Multinational Energy and Utility Companies and the Search for a Single Global Communications System

We live in an increasingly connected world where many moving parts have to communicate consistently and efficiently with one another. Reports show that over the next decade, the number of embedded wireless sensors installed across the world will reach billions and maybe even trillions. Businesses have had to create smarter communication environments out of necessity due to the emerging use of mobile devices and automated machinery for command and control communication network operations. Companies that operate in industrialized settings, such as those in the public utilities and energy markets, continue to incorporate tools to automate and optimize their operational processes, increase workplace safety by monitoring system conditions, and increase productivity by doing more with less.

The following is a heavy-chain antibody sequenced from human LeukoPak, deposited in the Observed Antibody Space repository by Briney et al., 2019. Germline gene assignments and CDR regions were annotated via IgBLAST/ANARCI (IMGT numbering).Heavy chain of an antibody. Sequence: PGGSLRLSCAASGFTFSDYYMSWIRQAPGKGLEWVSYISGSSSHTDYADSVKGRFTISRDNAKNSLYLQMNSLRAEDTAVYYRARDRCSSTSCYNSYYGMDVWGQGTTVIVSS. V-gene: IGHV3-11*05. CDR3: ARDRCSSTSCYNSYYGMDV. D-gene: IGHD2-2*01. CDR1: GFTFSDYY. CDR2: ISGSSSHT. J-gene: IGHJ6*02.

The integration of machine-to-machine communication tools such as sensors, process control devices, smart meters, and security cameras has increased the need for well-established, reliable communications networks. As wireless technologies continue to grow in popularity, due to their cost-effectiveness and flexibility of installation, so do the number of industrial applications served by the technology. Many companies depend on effective communications to reduce overhead costs and improve their bottom line—because it is not just about retrieving and reviewing the data gathered by these tools anymore, it is a question of how a company leverages real-time statistics to make quick and informed decisions to improve its operations. More and more, our technologies are doing the decision-making for us and it is vital to use systems that best fit our business model. Multinational companies and companies planning to take their operations overseas are examples of this need because a wireless communication system that operates in the U.S. may not meet the operating standards or protocols present in Europe or Asia.